US Secretary Mike Pompeo on October 13, 2020, joined a growing chorus calling for Belarus to allow Archbishop of Minsk, Tadeusz Kondrusiewicz, to return to the country.
“More than 40 days have passed since Belarusian authorities prevented a fellow citizen, Catholic Archbishop Kondrusiewicz, from re-entering the country, on the spurious notion that faith leaders should not publicly challenge injustices,” Secretary Pompeo said in a public statement. “Their action is itself an injustice and an affront to religious freedom. Faith is not merely a private endeavor. I urge the Belarusian government to right this wrong and allow the leader of the Roman Catholic Church in Belarus back into his country.”
The Archbishop of Minsk traveled to Poland for celebrations in honor of Our Lady of Częstochowa at the end of August. He has been unable to return to Belarus because of a prohibition issued by the Belarusian authorities against the prelate.
In a statement, Archbishop Kondrusiewicz wrote that under the conditions of the current socio-political crisis in our homeland, “I continue to call for dialogue and reconciliation”. He added that his desire is that “the unjustified and illegal decision of the border service” not “aggravate the tension in our homeland”.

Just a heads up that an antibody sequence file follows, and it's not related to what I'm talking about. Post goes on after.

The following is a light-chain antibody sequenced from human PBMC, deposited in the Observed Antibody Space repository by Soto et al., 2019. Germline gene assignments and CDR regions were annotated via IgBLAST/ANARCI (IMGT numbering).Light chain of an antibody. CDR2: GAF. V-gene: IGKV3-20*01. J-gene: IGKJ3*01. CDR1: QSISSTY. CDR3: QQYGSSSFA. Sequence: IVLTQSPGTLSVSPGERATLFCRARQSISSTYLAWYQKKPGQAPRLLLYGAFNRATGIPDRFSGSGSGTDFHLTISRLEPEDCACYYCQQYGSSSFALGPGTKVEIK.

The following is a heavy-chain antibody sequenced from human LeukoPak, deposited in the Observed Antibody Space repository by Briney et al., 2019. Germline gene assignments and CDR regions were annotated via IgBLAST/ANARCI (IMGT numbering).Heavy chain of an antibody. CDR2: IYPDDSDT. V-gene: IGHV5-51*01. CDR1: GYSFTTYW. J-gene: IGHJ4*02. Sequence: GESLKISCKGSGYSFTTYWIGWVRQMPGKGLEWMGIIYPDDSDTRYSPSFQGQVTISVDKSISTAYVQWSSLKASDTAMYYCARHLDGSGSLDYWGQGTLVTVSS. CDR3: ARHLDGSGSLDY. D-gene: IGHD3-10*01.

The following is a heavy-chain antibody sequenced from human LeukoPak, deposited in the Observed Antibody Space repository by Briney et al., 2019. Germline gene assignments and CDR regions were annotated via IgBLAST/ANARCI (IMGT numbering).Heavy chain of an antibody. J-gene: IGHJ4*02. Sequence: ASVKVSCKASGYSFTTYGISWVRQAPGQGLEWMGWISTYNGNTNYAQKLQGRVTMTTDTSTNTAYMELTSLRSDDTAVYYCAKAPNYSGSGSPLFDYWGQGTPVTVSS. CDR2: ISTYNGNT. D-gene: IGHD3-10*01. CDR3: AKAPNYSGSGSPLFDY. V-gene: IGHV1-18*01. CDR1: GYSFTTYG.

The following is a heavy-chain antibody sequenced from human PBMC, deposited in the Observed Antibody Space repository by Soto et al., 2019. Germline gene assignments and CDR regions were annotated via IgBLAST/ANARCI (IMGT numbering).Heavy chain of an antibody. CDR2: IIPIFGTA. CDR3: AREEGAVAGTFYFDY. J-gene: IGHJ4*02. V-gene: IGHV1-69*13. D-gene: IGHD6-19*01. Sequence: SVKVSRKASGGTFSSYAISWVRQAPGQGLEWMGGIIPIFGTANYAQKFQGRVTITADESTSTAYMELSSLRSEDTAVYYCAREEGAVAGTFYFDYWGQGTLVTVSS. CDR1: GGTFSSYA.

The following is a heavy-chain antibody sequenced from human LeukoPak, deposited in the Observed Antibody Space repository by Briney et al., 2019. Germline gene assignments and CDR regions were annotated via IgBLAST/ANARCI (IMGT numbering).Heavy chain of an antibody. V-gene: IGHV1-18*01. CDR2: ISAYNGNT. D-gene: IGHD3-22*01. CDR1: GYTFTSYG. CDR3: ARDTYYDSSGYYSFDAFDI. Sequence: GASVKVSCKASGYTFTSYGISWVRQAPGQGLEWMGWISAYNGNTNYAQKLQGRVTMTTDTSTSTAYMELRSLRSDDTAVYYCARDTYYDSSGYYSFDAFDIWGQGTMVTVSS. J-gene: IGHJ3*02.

Regretting the impossibility of fulfilling his pastoral duties due to the ban, Archbishop Kondrusiewicz then addressed the faithful of his archdiocese, asking them to pray for his rapid return to Belarus and for the peaceful resolution of the serious socio-political crisis in the country.
The Pope sent Archbishop Paul Richard Gallagher, the Vatican’s Secretary for Relations with States, in mid-September to Belarus to meet with authorities in an attempt to resolve the situation, which continues.
Pope Francis turned his thoughts to Belarus when addressing the faithful gathered for his Sunday Angelus on August. 16. The Pope dwelt, in particular, on the political and social realities the country is currently facing, entrusting its people to the Virgin Mary.
Pope Francis called for “dialogue, the rejection of violence, respect for justice and rights” in Belarus as mass protests continued to take place.